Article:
I don’t mean style over substance as an insult. In Waid and Samnee’s twelve-issue, single-arc run on Black Widow, plot threads only just hold together, characters have rote motivations, and the themes extend to characters saying ‘secret’ a lot. On their own, these elements are merely competent. Here, they are redeemed, because they fuel the book’s style.
Black Widow runs from SHIELD. A masked terrorist named Weeping Lion blackmails her into digging up her own past. He wants information on the Red Room, a school for child assassins. The Red Room has resurrected, ready to educate a new generation of assassins.
Style over substance is not a bad thing. Raymond Chandler’s novels testify to this. At its best, Black Widow’s style substitutes for substance. This redemptive style owes more to Samnee’s art than Waid’s writing. Or it owes to Waid only so far as his writing gives a reason for Samnee’s art.
The first issue is an implied manifesto, one professing illustrative flash over narrative depth. Twenty decompressed, mostly wordless pages show a chase through the SHIELD helicarrier. Samnee choreographs these pages as well as John Wick or The Raid. (When a SHIELD agent complains that Black Widow ‘turns a 40,000 foot fall into a ballet’, the reader is willing to forgive Waid and Samnee for patting themselves on the back.) At the end of these exhilarating twenty pages, what have we learnt? Black Widow has burnt bridges with SHIELD, and is after a MacGuffin. A different series might have gotten this out of the way in the first ten, no, three pages. A different series might also establish some character depth or themes in its first issue. While I can say what this issue, what this series, lacks, I cannot call it bad. Why keep a chase scene to three pages when twenty are more exhilarating? Why bother with more than the barest character beats, when more would stall the action?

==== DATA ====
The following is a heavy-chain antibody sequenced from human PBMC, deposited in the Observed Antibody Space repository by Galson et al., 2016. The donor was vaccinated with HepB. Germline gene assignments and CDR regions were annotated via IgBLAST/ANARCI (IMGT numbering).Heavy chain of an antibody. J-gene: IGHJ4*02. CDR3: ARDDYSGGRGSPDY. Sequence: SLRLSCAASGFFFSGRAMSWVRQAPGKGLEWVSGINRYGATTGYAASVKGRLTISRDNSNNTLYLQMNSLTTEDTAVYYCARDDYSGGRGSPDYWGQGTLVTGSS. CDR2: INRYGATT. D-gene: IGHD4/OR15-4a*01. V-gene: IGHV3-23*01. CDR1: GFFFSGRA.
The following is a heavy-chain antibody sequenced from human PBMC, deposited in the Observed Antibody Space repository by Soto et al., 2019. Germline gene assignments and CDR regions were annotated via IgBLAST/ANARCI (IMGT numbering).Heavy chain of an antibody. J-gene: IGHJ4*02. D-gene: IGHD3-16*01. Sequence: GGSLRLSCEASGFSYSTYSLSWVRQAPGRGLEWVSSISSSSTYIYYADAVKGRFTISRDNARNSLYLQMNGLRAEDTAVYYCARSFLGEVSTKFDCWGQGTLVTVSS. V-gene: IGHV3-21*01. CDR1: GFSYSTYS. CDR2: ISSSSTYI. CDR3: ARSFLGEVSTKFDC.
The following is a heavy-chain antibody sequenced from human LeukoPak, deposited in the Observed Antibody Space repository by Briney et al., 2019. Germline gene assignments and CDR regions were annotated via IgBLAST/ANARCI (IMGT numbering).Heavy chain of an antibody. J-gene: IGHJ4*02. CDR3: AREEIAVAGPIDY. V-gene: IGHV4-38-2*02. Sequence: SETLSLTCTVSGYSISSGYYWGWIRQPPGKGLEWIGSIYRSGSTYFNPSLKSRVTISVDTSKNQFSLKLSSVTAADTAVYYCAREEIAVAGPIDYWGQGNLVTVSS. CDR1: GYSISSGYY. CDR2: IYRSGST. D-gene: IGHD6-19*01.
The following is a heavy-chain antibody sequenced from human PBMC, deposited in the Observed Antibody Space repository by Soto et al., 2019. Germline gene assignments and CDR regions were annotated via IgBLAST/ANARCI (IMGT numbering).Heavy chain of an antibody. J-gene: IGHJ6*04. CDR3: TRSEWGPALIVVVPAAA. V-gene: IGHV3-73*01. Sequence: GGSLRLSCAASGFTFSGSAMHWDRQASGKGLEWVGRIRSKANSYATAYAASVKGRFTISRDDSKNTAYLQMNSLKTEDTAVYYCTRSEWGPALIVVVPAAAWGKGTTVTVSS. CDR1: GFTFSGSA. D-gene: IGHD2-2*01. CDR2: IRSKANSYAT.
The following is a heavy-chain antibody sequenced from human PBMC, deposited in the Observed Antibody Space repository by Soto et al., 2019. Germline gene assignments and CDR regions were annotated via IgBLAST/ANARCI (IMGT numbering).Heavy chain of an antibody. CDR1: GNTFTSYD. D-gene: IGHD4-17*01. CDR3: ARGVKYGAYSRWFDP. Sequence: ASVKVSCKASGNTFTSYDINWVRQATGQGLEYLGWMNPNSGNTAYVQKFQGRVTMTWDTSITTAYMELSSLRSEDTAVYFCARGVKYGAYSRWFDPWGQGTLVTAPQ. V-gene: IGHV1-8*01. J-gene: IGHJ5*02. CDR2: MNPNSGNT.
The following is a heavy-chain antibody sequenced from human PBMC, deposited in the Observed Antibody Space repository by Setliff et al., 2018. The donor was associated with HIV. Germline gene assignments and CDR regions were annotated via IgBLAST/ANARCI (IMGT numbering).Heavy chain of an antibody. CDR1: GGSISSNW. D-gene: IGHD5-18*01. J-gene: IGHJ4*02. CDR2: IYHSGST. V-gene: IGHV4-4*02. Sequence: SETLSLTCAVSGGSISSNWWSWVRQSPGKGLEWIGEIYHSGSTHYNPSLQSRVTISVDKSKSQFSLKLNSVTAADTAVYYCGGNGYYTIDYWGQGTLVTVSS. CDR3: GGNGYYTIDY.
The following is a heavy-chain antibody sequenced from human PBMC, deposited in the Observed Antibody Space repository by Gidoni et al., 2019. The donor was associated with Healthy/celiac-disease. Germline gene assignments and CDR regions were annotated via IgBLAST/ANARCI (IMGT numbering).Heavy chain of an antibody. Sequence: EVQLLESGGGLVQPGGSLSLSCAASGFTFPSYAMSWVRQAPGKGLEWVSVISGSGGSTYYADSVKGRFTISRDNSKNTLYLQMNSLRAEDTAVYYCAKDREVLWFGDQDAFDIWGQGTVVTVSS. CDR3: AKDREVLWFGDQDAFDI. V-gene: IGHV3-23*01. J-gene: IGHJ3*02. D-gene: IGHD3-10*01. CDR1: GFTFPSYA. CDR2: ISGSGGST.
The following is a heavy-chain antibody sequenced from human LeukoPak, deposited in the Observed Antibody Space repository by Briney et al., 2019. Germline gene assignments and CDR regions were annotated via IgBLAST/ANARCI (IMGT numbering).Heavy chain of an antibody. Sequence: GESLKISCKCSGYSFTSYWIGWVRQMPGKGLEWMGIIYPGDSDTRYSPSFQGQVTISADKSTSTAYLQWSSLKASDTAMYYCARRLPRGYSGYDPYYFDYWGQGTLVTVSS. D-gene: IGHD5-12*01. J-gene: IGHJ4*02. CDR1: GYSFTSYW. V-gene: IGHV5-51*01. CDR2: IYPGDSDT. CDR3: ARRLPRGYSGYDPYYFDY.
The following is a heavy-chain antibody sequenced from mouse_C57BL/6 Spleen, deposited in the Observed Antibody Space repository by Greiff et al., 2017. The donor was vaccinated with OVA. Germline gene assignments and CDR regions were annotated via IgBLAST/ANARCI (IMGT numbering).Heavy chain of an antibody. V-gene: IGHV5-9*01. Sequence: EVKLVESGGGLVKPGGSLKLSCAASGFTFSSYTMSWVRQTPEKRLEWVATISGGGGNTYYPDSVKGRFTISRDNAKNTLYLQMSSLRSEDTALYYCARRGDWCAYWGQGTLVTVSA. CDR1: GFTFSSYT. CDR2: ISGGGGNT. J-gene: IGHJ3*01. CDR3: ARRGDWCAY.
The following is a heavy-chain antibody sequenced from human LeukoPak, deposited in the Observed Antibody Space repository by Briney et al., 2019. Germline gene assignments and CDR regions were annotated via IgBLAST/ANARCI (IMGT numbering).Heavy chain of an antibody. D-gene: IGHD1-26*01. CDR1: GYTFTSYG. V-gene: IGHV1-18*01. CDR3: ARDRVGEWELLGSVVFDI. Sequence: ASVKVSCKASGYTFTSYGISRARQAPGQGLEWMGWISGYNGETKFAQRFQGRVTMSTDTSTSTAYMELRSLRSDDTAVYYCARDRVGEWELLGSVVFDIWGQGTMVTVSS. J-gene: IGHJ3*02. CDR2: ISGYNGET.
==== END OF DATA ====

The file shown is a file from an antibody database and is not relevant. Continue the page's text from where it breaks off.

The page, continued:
Someone flicking through Black Widow’s cover gallery may question my claim that it has no thematic depth. The cover of issue seven proclaims, ‘No More Secrets.’ Surely, Black Widow at least tries to say something about secrets or truth. Beyond characters saying ‘secret’, and a reference to Snowden, no, no, this work has nothing to say. Secrets amount to, at most, plot points. I call this is a good thing. I wouldn’t want this series bogged down by pseudo-philosophizing.
I compared Black Widow to Chandler’s novels, and that’s true in less positive ways. Chandler had little care for narrative lucidity. If the plot gets boring, have a man bang on the door with a gun – it’ll be fine, so long as we finish the case we started in the first act. Readers comprehend the plot as a whole, but when asked to recount the scene-by-scene cause-and-effect, comprehension evaporates. Issue to issue, month to month, reading this series irritated me more than it pleased me. The fog of memory thickened a foggy narrative. Read in one sitting, this loose plot is not so much a problem. Narrative momentum and a general sense of what’s going on prevent the reader falling into impassable confusion.
Only in two places does this loose plotting grow into a blemish. Two times, late in the series, Waid introduces hitherto unheard of characters (no spoilers). I know the benefit of a shared universe is you don’t have to waste time with introductions. If Spider-Man pops in to help Thor, the reader doesn’t need a dossier. It becomes a problem when Spider-Man pops in during the story’s third-quarter to perform a vital plot function. What’s worse, in Black Widow, the worst offending character is unnecessary. Oh, yes, they perform a vital function, but that function could easily have been given to an established character. Or a computer.
The overall narrative concerns Black Widow’s alma mater, an all-girls boarding-school for child assassins. Decades later, the school reopens with a different name, but the same M.O.: brainwash and train young girls to become the most effective and the least suspected killers. To keep Black Widow a breezy action book, Waid does not examine child soldiers or brainwashing. Here, it’s a bit of spy-fi camp that adds to Black Widow’s pathos, but adds no pathos to Black Widow.
Our main antagonist has a rote but effective motivation. Black Widow’s always inferior classmate vows to exceed and destroy Black Widow. Which is fine.
Black Widow is an exercise in style. It’s a spy-fi action romp with a few ideas that could have been themes, but which, thankfully, it leaves as plot points. Black Widow is best read all at once, without looking for depth.